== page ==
By way of humble and firm entreaty, I remind you that the One who reigns from Heaven is King of kings and Lord of lords. He is supreme; you are not. In many corners of our land, reverence for Him has dissipated. Homes, schools, even churches, have in many respects lost sight of His majesty and righteousness. Nevertheless, the reality of His glory has not diminished in the least, for “the LORD has established His throne in heaven, and His kingdom rules over all” (Psalm 103:19).
You are therefore responsible to conduct yourself wisely and righteously, and what a responsibility it is. For this reason, I ask you to consider the following three questions that outline your responsibilities. First, from where do you derive your authority? Romans 13:1 declares, “For there is no authority except from God, and the authorities that exist are appointed by God.” Properly understanding this truth will lead you to humble contrition, not haughty ambition. Since you are given this position by God, you must seek to rule, care, and govern in a manner pleasing to Him. Second, by what standard will you govern? Will it be your own ambition? Will it be popular opinion? Will you follow the ever-changing winds that blow from Atlanta or Washington DC? Or will you govern by the standard of our Constitution? More importantly, will you govern with true justice? Speaking of God’s wisdom, Proverbs 8:15-16 asserts, “By me kings reign, and rulers decree justice. By me princes rule, and nobles, all the judges of the earth.” Will you exercise your responsibility in office by the whims of man or the wisdom of God? Here I offer a specific and practical plea. Please purchase and read Matthew J. Trewhella’s The Doctrine of the Lesser Magistrates. It will be an invaluable guide to you and blessing to us if you do. Thirdly, how will you give account for your work? When you stand before the Great Throne of Judgment, will you be able to give happy account before the One who sees and knows all things (Proverbs 15:3)? Then and there your decisions will be considered, your motives weighed, and all corruption will be exposed in the light of His presence.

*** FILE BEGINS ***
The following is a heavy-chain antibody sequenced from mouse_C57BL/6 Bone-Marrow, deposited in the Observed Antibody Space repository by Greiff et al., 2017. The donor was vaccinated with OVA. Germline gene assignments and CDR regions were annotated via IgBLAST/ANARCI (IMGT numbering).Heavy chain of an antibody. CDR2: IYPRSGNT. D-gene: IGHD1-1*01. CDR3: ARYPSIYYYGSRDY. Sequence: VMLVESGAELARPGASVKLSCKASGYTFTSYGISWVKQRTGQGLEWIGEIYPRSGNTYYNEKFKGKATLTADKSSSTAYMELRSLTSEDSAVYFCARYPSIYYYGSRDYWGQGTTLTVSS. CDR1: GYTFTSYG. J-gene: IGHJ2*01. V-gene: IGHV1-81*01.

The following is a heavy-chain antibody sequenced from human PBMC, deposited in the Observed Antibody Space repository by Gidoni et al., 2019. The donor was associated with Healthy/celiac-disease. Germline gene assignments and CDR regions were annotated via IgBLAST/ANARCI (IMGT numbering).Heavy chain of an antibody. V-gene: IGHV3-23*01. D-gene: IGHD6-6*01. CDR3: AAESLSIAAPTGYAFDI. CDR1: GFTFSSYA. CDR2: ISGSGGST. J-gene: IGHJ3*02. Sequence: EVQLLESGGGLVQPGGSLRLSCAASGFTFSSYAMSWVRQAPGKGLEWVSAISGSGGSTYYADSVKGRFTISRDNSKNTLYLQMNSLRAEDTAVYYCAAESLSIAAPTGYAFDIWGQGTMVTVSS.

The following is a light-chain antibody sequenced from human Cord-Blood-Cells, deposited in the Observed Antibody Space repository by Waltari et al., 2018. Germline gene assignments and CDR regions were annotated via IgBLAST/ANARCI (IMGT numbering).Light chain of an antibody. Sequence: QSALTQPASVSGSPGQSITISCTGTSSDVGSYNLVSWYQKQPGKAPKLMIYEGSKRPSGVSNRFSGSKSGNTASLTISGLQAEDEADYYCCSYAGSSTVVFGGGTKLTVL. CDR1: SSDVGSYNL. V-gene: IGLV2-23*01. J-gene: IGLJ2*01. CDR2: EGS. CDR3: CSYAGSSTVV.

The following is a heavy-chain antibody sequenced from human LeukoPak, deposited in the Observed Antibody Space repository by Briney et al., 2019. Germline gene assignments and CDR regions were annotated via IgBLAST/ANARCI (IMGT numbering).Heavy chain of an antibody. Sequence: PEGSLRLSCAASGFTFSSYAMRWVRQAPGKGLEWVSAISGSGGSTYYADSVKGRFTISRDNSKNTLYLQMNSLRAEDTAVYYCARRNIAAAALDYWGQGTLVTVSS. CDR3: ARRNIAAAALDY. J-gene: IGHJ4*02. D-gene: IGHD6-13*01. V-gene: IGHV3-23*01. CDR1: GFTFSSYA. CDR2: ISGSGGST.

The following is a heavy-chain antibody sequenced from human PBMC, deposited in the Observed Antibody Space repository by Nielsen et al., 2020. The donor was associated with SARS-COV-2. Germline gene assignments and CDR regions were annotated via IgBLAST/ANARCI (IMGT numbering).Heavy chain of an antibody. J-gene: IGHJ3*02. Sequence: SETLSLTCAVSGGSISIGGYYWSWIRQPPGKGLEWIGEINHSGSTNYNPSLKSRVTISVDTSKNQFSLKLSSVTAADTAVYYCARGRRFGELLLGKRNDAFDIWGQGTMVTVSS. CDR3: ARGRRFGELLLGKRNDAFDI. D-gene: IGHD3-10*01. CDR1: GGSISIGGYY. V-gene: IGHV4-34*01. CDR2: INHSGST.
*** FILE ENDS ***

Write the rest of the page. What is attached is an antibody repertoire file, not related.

I want you to know that I write with the utmost respect, desiring to submit to you in the Lord and support you in your just conduct in office. God’s Word commands us to pray for all in authority, and you have my word that I will do so (1 Timothy 2:1-2). I also write with authority. Ministers too have an office given by God; it is spiritual, not physical, and legitimate by divine appointment. Insofar as what I have written rightly communicates what God has said, it bears the weight of heaven. May the Lord grant you all wisdom and humility. Please fulfill your solemn duties of office for the good of those who elected you and for the glory of the God who made you.
Most sincerely and respectfully
Pastor, Heritage Presbyterian Church